For a long time, Sting’s legacy was not only as the face of WCW, but as the most famous holdout in sports-entertainment history. The former WCW World Heavyweight Champion had seemingly made it his business to try his hand in every promotion except WWE, though he admits to coming close on several occasions. Then came the WWE 2K15 promotion and a few sporadic panels and signings, all whispers of something big that hadn’t quite happened yet. It all came down to Survivor Series 2014 and a long-awaited debut, orchestrated under a cloud of secrecy and executed in pulse-pounding fashion. Since then, The Icon suffered an injury that cut his career short, but he put it quite succinctly at his WWE Hall of Fame induction in 2016: “It’s not goodbye. It’s see you later.”
When it was revealed that bona fide Olympic Gold Medalist Kurt Angle was breaking into the pro game, any promotion with a few bucks in its pocket was lining up for a crack at the American icon. And even though Angle was famously off-put by the demented menagerie of ECW, he had no qualms about becoming a WWE Superstar. Angle’s debut was heralded with all the fanfare of a five-star general and he delivered in full, running the gamut from no-nonsense wrestling machine to side-splitting comedy alongside “Stone Cold” Steve Austin. He’s now a WWE Hall of Famer, Grand Slam Champion and the current General Manager of Raw. If you’d have told the kid from Pittsburgh that this was what his future holds, even he might have a hard time believing you, no matter how much you insisted it’s true.
The former UFC Women’s Bantamweight Champion is the newest signee on this list (five days at press time), but she may end up making the most waves out of all of them before it’s all said and done. In just two days as a Superstar, she slammed Triple H through a table, got the imperious Stephanie McMahon to apologize for a prior slap in the face and seemingly managed to neutralize The Authority’s usual power plays with nothing but an ice-cold stare and the threat of yanking an arm or two out of its socket. She’ll likely cause a few more headaches for Triple H and Stephanie, but ironically, she’s proven to be “best for business” thus far.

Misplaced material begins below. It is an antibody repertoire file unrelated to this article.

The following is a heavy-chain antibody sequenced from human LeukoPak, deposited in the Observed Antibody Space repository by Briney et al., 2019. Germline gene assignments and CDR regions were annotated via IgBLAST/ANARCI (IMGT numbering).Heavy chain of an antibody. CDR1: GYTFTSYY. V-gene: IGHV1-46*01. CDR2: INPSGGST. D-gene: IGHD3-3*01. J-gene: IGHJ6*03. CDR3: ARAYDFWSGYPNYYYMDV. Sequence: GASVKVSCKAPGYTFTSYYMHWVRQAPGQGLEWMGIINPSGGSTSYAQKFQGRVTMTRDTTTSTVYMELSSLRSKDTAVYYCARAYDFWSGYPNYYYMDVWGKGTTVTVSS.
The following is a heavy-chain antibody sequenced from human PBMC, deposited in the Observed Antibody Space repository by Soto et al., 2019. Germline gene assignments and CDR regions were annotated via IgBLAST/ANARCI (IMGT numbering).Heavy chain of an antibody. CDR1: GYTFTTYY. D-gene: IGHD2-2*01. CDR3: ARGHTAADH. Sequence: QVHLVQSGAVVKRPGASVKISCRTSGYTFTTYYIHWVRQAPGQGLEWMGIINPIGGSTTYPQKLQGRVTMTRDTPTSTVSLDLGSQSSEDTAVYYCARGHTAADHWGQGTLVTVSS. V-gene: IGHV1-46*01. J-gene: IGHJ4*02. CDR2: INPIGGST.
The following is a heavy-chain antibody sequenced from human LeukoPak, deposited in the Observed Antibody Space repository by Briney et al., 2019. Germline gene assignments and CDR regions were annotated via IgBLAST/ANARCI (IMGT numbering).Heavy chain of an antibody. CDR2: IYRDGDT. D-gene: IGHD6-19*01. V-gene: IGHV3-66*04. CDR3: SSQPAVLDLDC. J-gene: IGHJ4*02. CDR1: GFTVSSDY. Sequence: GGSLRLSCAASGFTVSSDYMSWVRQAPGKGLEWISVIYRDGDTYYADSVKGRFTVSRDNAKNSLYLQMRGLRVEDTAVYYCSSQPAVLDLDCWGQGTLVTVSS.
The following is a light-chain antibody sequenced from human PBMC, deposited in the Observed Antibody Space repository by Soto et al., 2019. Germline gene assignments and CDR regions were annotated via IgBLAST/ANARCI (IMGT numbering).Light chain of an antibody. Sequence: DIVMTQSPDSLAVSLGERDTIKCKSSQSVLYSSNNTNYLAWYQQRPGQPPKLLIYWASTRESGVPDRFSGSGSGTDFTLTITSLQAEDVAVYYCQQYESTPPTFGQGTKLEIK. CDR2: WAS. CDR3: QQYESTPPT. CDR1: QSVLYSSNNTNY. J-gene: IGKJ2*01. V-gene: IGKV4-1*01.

Much like Goldberg, Rey Mysterio was among the WCW talent whose contract stipulations prevented him from jumping to WWE immediately after Mr. McMahon bought the promotion out. But when he did, in 2002, he did so in epic fashion. Vignettes hyping Mysterio’s arrival promised a human highlight reel, and that’s exactly what the WWE Universe got, from his SmackDown debut all the way through a WWE Championship victory in 2011. Injuries would eventually cut Mysterio’s WWE career short, but he did pop up in the 2018 Men’s Royal Rumble Match looking (and moving) better than ever. Fittingly enough for an ultimate underdog, there’s clearly plenty of fight left in him.
Who would have thought that when WWE signed the conspiracy-theory obsessed Corazón de León, they were getting a near 20-year boundary breaker who finds ways to reinvent both himself and the sports-entertainment industry each time he shows up? Not only was Chris Jericho’s countdown-clock debut one of the best moments in WWE history, but his two big returns — the “Save Us” code and the creepy end-times vignettes — the unification of the WWE and WCW Championships, The List of Jericho, his record nine Intercontinental Title reigns and reincarnation as a Live Event specialist have made clear that the only thing predictable about Y2J is his unpredictability. Don’t believe us? Roll the footage, monkeys.